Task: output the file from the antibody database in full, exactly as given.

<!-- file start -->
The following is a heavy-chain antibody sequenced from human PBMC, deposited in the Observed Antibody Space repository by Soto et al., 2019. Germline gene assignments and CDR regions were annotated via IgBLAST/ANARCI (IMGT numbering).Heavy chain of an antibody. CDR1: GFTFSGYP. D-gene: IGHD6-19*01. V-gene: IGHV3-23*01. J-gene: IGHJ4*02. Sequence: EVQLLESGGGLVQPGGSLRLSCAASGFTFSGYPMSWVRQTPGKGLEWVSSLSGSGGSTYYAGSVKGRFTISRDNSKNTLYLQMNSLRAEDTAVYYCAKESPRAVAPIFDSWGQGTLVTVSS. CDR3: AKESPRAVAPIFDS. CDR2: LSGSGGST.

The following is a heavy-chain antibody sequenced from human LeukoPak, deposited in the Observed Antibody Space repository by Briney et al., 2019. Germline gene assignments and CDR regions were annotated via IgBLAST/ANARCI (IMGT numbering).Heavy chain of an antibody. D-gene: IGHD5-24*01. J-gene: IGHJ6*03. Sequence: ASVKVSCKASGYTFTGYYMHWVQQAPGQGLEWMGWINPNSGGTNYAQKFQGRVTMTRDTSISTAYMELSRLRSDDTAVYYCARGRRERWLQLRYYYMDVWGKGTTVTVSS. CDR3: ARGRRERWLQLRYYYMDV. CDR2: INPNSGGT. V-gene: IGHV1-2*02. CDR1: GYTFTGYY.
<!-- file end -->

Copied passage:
The following is a heavy-chain antibody sequenced from human PBMC, deposited in the Observed Antibody Space repository by Soto et al., 2019. Germline gene assignments and CDR regions were annotated via IgBLAST/ANARCI (IMGT numbering).Heavy chain of an antibody. CDR1: GFTFSGYP. D-gene: IGHD6-19*01. V-gene: IGHV3-23*01. J-gene: IGHJ4*02. Sequence: EVQLLESGGGLVQPGGSLRLSCAASGFTFSGYPMSWVRQTPGKGLEWVSSLSGSGGSTYYAGSVKGRFTISRDNSKNTLYLQMNSLRAEDTAVYYCAKESPRAVAPIFDSWGQGTLVTVSS. CDR3: AKESPRAVAPIFDS. CDR2: LSGSGGST.

The following is a heavy-chain antibody sequenced from human LeukoPak, deposited in the Observed Antibody Space repository by Briney et al., 2019. Germline gene assignments and CDR regions were annotated via IgBLAST/ANARCI (IMGT numbering).Heavy chain of an antibody. D-gene: IGHD5-24*01. J-gene: IGHJ6*03. Sequence: ASVKVSCKASGYTFTGYYMHWVQQAPGQGLEWMGWINPNSGGTNYAQKFQGRVTMTRDTSISTAYMELSRLRSDDTAVYYCARGRRERWLQLRYYYMDVWGKGTTVTVSS. CDR3: ARGRRERWLQLRYYYMDV. CDR2: INPNSGGT. V-gene: IGHV1-2*02. CDR1: GYTFTGYY.